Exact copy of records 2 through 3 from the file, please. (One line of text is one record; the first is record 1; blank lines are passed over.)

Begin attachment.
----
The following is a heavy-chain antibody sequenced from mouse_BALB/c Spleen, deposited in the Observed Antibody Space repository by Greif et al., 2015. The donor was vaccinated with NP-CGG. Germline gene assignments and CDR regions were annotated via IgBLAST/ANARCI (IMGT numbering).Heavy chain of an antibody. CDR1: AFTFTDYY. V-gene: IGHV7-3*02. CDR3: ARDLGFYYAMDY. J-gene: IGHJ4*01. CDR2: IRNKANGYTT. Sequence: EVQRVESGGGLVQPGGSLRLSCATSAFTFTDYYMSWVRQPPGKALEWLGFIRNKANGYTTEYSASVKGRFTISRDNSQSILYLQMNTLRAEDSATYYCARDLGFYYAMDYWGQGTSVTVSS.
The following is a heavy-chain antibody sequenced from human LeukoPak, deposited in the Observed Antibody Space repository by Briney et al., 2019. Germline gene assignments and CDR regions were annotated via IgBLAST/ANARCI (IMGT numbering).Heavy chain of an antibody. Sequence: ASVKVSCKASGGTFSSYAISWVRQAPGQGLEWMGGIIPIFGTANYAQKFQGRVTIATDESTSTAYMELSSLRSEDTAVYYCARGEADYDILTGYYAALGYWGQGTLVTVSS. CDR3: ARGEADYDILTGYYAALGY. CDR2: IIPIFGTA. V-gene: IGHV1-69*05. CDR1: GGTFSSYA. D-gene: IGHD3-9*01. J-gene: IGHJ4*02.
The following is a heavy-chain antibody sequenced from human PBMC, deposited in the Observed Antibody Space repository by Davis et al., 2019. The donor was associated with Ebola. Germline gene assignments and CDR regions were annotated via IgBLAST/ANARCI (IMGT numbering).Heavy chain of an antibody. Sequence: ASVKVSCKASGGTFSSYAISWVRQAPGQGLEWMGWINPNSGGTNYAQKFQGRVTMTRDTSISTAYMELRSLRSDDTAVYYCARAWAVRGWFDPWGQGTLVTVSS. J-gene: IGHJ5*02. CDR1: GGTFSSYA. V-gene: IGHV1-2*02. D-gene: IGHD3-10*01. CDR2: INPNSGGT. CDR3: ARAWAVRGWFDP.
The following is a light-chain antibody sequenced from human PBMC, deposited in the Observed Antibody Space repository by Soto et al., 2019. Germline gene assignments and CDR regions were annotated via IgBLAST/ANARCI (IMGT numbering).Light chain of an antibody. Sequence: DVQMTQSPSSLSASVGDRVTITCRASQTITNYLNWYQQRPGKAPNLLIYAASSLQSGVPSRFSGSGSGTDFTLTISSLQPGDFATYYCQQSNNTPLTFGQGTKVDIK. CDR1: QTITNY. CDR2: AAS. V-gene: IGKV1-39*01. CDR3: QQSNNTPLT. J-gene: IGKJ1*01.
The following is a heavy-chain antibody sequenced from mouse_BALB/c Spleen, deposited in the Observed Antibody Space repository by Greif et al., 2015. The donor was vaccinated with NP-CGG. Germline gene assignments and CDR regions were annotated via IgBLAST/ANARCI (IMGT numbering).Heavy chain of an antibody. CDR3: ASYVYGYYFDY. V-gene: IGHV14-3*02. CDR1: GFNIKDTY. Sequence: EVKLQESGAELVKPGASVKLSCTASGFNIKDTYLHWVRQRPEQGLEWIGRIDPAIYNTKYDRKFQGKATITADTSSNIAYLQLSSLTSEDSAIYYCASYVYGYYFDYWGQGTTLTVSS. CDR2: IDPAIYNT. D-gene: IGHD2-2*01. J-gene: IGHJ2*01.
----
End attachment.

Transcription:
The following is a heavy-chain antibody sequenced from human LeukoPak, deposited in the Observed Antibody Space repository by Briney et al., 2019. Germline gene assignments and CDR regions were annotated via IgBLAST/ANARCI (IMGT numbering).Heavy chain of an antibody. Sequence: ASVKVSCKASGGTFSSYAISWVRQAPGQGLEWMGGIIPIFGTANYAQKFQGRVTIATDESTSTAYMELSSLRSEDTAVYYCARGEADYDILTGYYAALGYWGQGTLVTVSS. CDR3: ARGEADYDILTGYYAALGY. CDR2: IIPIFGTA. V-gene: IGHV1-69*05. CDR1: GGTFSSYA. D-gene: IGHD3-9*01. J-gene: IGHJ4*02.
The following is a heavy-chain antibody sequenced from human PBMC, deposited in the Observed Antibody Space repository by Davis et al., 2019. The donor was associated with Ebola. Germline gene assignments and CDR regions were annotated via IgBLAST/ANARCI (IMGT numbering).Heavy chain of an antibody. Sequence: ASVKVSCKASGGTFSSYAISWVRQAPGQGLEWMGWINPNSGGTNYAQKFQGRVTMTRDTSISTAYMELRSLRSDDTAVYYCARAWAVRGWFDPWGQGTLVTVSS. J-gene: IGHJ5*02. CDR1: GGTFSSYA. V-gene: IGHV1-2*02. D-gene: IGHD3-10*01. CDR2: INPNSGGT. CDR3: ARAWAVRGWFDP.